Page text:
Even though Tea Cake was poor and much younger, Janie decided to marry him, thus beginning her first marriage of love (The Concept of Love and Marriage in Zora Neale Hurston 's Their Eyes Were Watching God). Janie had grown to trust Tea Cake and love him, something she had never had done
While with Logan she didn’t have feelings for him and all and didn’t even try to show it. With Joe, she liked him at first, but her affection and openness decreased drastically throughout their marriage. With Tea Cake on the other hand, we see her express love and gratitude a few different times. “But you come ‘long and made somethin’ outa me. So Ah’m thankful fuh anything we come through together.” (pg 167).
In Zora Neale Hurston’s novel, Their eyes were watching God the main character Janie is on a quest for self-fulfillment. Of Janie’s three marriages, Logan and Joe provide her with a sense of security and status. However, only her union with Teacake flourishes into true love. Janie’s first marriage to Logan Killicks was an arranged marriage by her Grandmother Nanny. One day Nanny caught Janie kissing the neighborhood riff raff Johnny Taylor, and Nanny becomes convinced that Janie has entered her womanhood, and needs to marry.
While conversing with the naive Janie, Nanny declares, “Tain’t Logan Killicks Ah wants you to have, baby, it’s protection” (15). By referring to Janie as “baby,” Hurston utilizes a childish connotation to exaggerate Janie’s ignorance of marriage. Preparing for the potentially disastrous future, Nanny impregnates security as a top priority for Janie instilling that a prudent marriage will lead to love. Accommodating to her grandmother’s desires, Janie marries Logan. Through this union, Janie assumes an emotional attraction will coincide; however, Janie’s perception of love depreciates as Nanny equates affection to material wealth explaining how Logan “got a house bought and paid for and sixty acres uh land right on de big road... Dis
God 's love is not easily angered. He has much patience and grace for all of us. Gods keeps no record of wrongs we do. He is a true forgiver and holds no grudges against us. God’s love does not delight in wicked ways but celebrates with the truth and it always safeguards, always trusts, always hopes, always perseveres.
TeaCake makes no promises to Janie and has nothing to offer her except his love, making him different from his previous counterparts who promised to meet her every want and need but fails extremely short of their goal. Janie has low expectations for the relationship, and is proven mistaken when he gives her what she truly desires. TeaCake 's loving fidelity and simple but true love for her is a relief to Janie after her previous marriage confinements. She feels completely free to do as she pleases without losing her feelings of love as she did in her relationships with Joe and Logan. As Janie and Tea Cake bond, Janie sees that TeaCake, a younger man with no richness, knows, accepts, and values her as no one else has ever done.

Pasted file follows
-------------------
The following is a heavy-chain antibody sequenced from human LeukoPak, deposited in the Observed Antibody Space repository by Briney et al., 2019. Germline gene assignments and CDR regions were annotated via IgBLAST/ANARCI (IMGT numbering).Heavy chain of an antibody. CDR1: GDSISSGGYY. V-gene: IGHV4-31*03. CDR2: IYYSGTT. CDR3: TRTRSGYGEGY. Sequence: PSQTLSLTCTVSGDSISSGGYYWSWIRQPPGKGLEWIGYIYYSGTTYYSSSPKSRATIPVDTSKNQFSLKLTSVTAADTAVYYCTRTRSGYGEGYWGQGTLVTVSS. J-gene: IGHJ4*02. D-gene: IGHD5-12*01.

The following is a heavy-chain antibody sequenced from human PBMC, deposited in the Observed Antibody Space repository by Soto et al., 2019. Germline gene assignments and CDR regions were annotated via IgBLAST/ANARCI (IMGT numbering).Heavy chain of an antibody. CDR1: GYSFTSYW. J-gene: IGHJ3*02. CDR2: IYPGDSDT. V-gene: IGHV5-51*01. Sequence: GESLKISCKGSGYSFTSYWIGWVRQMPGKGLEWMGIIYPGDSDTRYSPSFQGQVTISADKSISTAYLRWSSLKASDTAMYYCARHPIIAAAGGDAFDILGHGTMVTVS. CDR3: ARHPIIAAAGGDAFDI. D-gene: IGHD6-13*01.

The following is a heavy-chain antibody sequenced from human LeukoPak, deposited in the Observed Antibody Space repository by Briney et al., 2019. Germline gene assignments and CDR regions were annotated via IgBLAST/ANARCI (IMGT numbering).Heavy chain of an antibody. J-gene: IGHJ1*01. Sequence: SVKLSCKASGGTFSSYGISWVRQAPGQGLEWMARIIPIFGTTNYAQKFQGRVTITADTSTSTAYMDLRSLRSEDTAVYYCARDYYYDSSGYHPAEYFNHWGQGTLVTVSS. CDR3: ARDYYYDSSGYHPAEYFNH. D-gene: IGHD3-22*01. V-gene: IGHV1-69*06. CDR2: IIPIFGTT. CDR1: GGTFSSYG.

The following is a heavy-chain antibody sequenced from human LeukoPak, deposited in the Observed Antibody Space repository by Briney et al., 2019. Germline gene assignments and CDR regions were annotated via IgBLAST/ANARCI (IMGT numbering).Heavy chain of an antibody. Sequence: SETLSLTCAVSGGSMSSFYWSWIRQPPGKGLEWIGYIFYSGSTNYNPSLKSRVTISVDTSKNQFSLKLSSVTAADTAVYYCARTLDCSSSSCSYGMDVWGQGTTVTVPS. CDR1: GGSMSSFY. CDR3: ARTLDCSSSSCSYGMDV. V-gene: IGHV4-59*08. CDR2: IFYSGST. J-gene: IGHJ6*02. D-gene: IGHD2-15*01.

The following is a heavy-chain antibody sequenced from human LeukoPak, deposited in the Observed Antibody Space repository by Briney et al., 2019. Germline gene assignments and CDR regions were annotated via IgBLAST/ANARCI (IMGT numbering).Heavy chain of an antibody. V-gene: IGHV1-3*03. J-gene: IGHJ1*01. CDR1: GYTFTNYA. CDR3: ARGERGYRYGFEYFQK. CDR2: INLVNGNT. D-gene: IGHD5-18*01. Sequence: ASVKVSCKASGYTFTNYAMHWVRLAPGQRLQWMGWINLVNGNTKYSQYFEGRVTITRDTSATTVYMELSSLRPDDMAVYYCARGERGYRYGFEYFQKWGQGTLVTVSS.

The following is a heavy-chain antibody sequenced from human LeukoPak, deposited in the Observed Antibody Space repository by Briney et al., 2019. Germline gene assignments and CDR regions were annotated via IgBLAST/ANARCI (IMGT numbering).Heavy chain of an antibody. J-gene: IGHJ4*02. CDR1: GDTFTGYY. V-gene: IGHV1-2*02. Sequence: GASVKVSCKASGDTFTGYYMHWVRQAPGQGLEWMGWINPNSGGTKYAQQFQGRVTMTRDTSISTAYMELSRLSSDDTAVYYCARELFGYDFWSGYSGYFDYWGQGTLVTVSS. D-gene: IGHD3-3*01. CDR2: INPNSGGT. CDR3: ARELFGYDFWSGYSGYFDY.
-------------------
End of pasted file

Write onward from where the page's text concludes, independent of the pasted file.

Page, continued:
Logan forces silence from Janie which becomes an oppressor; Joe exploits Janie’s silence and uses it as a manipulator; and Janie’s only true love, Tea Cake, allows Janie to control silence, which becomes her liberator. In the book Their Eyes Were Watching God, silence is manifest as an evolving source of empowerment and identity for Janie, in that her character is molded not only by her speech but, more importantly, by her silence. In Janie’s journey to find herself, she initially has limited control of her own life, being forced into marriage by Nanny. Nanny wants what she feels is best for Janie, wishing for her to have security and protection. This marriage provides the perfect solution in Nanny’s eyes; Nanny promises Janie that all will go well with her marriage even though it may not seem so at the time.
In addition to being wise, Janie is a courageous woman who never fears regardless of the situation. Janie displays her first act of courage by telling her husband, “ah’m just as stiff as you is stout. If you can stand to chop and tote wood Ah reckon you can ... ... middle of paper ... ... her first orgasm and she thinks she might have found her true love. She fears for a while that it would end up like her other relationships: “If only Tea Cake would make her certain!” (Hurston 108). She finally accepts the love when, “After a long time of passive happiness, she got up and opened the window and let Tea Cake mount to the sky on a wind.
Her marriage to Joe quickly became monotonous, and soon enough, Joe died of kidney failure. Later in the novel, Janie meets a poor, young and lovable man named Vergible “Tea Cake” Woods. Tea Cake surpasses her ideal of love. Janie’s view on love did not change throughout the course of the novel; instead her first two marriages engrained her wishes and desires further; all of which were fulfilled in her marriage to Tea Cake. Janie’s relationship with Logan was exactly the opposite of her ideal type of relationship; not only did he treat her as if she was worthless because she refused to work for him, but the overall marriage was totally devoid... ... middle of paper ... ...t a bloom clearly is an underdeveloped blossom, hinting that Janie’s concept of love might have evolved.
While thinking about her marriage to Logan Killicks, Janie thinks “finally out of Nanny’s talk and her own conjectures she made a sort of comfort for herself. Yes, she would love Logan after they were married” (Hurston 23). Janie allows her grandmother to place into a marriage with a man that she has to learn to love after the fact. The conflict within Janie’s mind forces Janie into marriages which are destructive but also give Janie the opportunity to learn from her mistakes. Janie learns and grows throughout her three